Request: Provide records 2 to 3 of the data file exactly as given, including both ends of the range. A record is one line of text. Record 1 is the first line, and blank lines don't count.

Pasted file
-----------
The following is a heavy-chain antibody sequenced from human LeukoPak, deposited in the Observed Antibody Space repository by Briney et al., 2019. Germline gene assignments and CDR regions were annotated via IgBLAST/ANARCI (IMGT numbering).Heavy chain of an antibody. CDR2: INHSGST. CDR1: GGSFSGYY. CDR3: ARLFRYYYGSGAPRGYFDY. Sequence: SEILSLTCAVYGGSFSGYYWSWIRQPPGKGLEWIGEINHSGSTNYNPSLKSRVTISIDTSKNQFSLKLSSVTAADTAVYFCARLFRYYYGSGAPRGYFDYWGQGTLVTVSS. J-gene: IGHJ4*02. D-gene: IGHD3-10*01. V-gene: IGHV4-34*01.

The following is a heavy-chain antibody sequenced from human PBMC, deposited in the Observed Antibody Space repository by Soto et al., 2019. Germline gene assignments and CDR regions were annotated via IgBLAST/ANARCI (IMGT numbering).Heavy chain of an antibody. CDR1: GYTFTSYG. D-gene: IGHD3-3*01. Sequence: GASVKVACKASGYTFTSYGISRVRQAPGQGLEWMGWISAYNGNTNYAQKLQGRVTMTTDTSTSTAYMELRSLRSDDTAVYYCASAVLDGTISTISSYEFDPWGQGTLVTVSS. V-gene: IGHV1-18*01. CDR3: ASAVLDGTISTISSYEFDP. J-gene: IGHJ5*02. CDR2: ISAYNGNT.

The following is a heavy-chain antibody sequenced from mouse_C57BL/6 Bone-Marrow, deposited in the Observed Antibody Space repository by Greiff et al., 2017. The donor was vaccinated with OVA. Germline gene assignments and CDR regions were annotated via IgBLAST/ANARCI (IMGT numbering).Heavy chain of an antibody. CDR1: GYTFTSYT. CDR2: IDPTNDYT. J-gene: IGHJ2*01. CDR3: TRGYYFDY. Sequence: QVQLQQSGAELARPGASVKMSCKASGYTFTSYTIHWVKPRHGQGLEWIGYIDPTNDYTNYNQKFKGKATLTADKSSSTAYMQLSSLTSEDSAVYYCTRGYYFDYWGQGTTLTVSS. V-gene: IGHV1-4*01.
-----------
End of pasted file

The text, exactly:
The following is a heavy-chain antibody sequenced from human PBMC, deposited in the Observed Antibody Space repository by Soto et al., 2019. Germline gene assignments and CDR regions were annotated via IgBLAST/ANARCI (IMGT numbering).Heavy chain of an antibody. CDR1: GYTFTSYG. D-gene: IGHD3-3*01. Sequence: GASVKVACKASGYTFTSYGISRVRQAPGQGLEWMGWISAYNGNTNYAQKLQGRVTMTTDTSTSTAYMELRSLRSDDTAVYYCASAVLDGTISTISSYEFDPWGQGTLVTVSS. V-gene: IGHV1-18*01. CDR3: ASAVLDGTISTISSYEFDP. J-gene: IGHJ5*02. CDR2: ISAYNGNT.

The following is a heavy-chain antibody sequenced from mouse_C57BL/6 Bone-Marrow, deposited in the Observed Antibody Space repository by Greiff et al., 2017. The donor was vaccinated with OVA. Germline gene assignments and CDR regions were annotated via IgBLAST/ANARCI (IMGT numbering).Heavy chain of an antibody. CDR1: GYTFTSYT. CDR2: IDPTNDYT. J-gene: IGHJ2*01. CDR3: TRGYYFDY. Sequence: QVQLQQSGAELARPGASVKMSCKASGYTFTSYTIHWVKPRHGQGLEWIGYIDPTNDYTNYNQKFKGKATLTADKSSSTAYMQLSSLTSEDSAVYYCTRGYYFDYWGQGTTLTVSS. V-gene: IGHV1-4*01.